OP-ED; Defunding SPD will compromise public safety
By Brendan Kolding
The City Council's decision to eliminate officers, specialty units, and resources from the Seattle Police Department is alarming, irresponsible, and reckless. The stated purpose for this action is that the reduction in SPD's budget will free-up funds for alternative means of responding to some of the circumstances that have long been handled by the police, and yet these imagined programs are not yet in place. The councilmembers who claimed to favor increased staffing for SPD have done an about-face and are forcing the Department to lay-off its newest and most culturally-diverse officers at a time when jobseekers are facing a challenging market.
Fewer officers will mean longer response times to calls, less proactive police work, and fewer follow-up investigations. All of the above will compromise public safety in Seattle. People in need of help will have to wait longer to receive it, less criminal activity will be preempted before innocent people can be victimized, and many complex cases that require focused investigation in order to be submitted for prosecution will not be worked. In any line of work, having fewer workers means less work gets done. In police work, where timeliness is so crucial, this is especially true.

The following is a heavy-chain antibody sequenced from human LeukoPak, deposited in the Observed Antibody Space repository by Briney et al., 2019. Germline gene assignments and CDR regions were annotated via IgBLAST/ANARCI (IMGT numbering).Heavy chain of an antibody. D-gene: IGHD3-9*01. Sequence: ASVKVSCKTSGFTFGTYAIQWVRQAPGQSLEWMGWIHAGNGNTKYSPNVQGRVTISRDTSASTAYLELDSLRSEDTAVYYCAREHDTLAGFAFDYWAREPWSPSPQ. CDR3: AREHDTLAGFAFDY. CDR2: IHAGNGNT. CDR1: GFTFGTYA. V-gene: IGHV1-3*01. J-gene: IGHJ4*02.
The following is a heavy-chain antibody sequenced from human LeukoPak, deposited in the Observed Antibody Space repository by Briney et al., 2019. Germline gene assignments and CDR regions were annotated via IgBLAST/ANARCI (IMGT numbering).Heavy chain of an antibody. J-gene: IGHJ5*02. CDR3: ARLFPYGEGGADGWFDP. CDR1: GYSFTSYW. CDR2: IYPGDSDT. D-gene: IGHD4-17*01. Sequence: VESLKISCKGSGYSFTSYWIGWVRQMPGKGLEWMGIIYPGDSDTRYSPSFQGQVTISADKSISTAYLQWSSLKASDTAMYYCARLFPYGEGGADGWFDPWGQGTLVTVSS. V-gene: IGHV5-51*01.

No one will deny that Seattle needs more mental health professionals, addiction specialists, and other people who can provide expertise to the critical issues that plague our society. Even once the City Council develops a plan to increase staffing in these fields and address some of the other underlying causes of crime and victimization, it will still be inappropriate to reduce SPD's staffing. If the situation ends up being that new cadres of employees are able to safely respond to calls without police assistance and thereby reduce SPD's call volume, the police will be able to focus their already slim resources on their remaining body of work. Response times to calls will drop, there will be more proactive work done, and more cases will receive the appropriate degree of follow-up investigation. As a result, SPD will deliver greater service to the community and Seattle will be a safer place.
The question remains as to how the aforementioned new social service programs will be funded. If the goal of these new programs truly is public safety, then they ought to be understood as a complement to SPD, not a replacement. City Council needs to do a top-down analysis ("inquest" is the term that has been popular lately) of the entire City budget and identify which belts can be tightened to pay for the desired programs. Simply lopping money off SPD's budget is lazy and a disservice to the citizens of Seattle.